Regarding Apple stance on multitasking and why most tech users are clueless

Tue, Feb 23, 2010

Featured, News

Since the iPhone was first released, people have complained about its lack of support for third-party multitasking. This sentiment was further amplified when Apple recently announced the iPad, a device which also won’t support multitasking outside of Apple’s own apps.

The proffered reason behind Apple’s reluctance to support system wide multitasking is that users will inevitably leave apps open and running in the background, forget about them, and inadvertently drain their battery and affect their system performance in the process.

“But that’s nonsense!” critics chant from the rooftops, “users are smart enough to keep track of what apps they have open, and even if they aren’t, Apple can just release an app similar to Androids’ Advanced Task Killer.

We, however, take an opposing viewpoint and humbly assert that the vast majority of tech users are decidedly not smart enough to responsibly handle multitasking, let alone make sense of an app that allows them to terminate processes.

Our evidence is admittedly unscientific, but nonetheless, compelling.

There’s an app on the iTunes App Store called Amazing X-Ray that purports to x-ray various parts of your body and show the corresopnding images on your iPhone/iPod Touch screen. The app is essentially a party gag, and you’d like to think that no one in their right minds would realistically think Apple built X-ray functionality into their products. But then, you’d be giving the public far too much credit.

To wit, take a look at some of the user reviews of the X-Ray app on iTunes.

“I bought it thinking it would actually work.. was I stupid?! Its a huge fraud. It’s not your REAL x-ray, its a HUGE fraud. Don’t waste your money on this. Its a huge fraud. I really want my money back. Its also really unclear and its stupid.”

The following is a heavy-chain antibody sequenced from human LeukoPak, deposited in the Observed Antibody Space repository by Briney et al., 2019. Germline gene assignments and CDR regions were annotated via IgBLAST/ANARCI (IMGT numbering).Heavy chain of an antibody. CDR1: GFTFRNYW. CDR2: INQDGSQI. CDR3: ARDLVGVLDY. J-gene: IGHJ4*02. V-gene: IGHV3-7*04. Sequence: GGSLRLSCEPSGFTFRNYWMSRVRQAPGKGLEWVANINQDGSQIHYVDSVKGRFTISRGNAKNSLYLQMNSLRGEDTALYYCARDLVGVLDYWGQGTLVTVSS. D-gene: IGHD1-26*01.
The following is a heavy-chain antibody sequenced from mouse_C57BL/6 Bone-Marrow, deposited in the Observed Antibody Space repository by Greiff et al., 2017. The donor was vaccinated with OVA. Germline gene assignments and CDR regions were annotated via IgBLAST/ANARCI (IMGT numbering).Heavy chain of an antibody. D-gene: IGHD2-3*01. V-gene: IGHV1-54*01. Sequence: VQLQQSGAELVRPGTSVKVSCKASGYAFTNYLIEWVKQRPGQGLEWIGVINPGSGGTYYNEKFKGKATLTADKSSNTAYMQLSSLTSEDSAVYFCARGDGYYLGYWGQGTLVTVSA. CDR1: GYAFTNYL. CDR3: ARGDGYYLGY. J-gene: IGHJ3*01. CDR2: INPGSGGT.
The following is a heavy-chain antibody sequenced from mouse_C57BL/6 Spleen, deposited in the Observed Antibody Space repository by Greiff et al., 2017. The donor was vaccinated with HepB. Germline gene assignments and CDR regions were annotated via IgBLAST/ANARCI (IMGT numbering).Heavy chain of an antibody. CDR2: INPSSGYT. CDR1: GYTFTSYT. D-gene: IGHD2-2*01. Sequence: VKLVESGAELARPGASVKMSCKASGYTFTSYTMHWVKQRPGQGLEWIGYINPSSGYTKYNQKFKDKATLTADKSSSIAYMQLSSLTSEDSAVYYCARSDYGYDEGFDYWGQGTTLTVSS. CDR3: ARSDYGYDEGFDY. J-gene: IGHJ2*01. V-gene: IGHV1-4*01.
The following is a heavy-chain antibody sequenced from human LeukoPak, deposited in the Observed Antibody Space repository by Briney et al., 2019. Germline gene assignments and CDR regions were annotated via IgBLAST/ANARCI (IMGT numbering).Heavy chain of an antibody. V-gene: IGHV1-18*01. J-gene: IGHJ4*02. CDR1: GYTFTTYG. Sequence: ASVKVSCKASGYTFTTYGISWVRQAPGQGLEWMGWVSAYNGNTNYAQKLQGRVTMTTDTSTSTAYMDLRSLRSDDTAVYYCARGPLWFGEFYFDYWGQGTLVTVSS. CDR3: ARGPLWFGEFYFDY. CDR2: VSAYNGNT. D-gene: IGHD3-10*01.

“I was duped. They can return my money? I thought it was a true x ray. False and buy it now. Give me my money please.”

A slew of other user reviews express the same sentiment, with a good number of them being warnings to other users that the app isn’t real.

And here’s some more proof that most people are technically clueless in the form of a video where a man asks random passerbys on the street what a web browser is. Their answers are pretty ridiculous.

Like it or not, but these users represent the average tech user in America! They don’t know what multitasking is, they’ve never heard of Engadget, and they sure as hell care more about a product that just works than they do about a list of impressive sounding specs. You’d be surprised how many people navigate to CNN via typing into Google rather than typing it into the address bar.

These people, my friends, are the people Apple keeps in mind when it designs a product. It might sound obnoxious to say, but Apple’s stance on multitasking is essentially geared towards saving users from themselves.

If you’re not down with that, then hey, that’s perfectly understandable. But don’t expect Apple to cave in to the cries of geeks when the number non tech-savvy individuals are far more voluminous.


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11 Comments For This Post

  1. keson Says:

    Absolutely true. The only users who complain are those with above average expectations – 99% of users are just happy with what they got.
    I am a tech geek, programmer, with a clue of what is going on in ma iPhone. But I love the fact, that the risk of having broken or unlawfully behaving app is minimized by the politics of Apple.

  2. Lee Says:

    I write code for a living everything from GPS front ends right up to managing MRI scanners so I work with some very clever Doctors and Hardware manufactures BUT…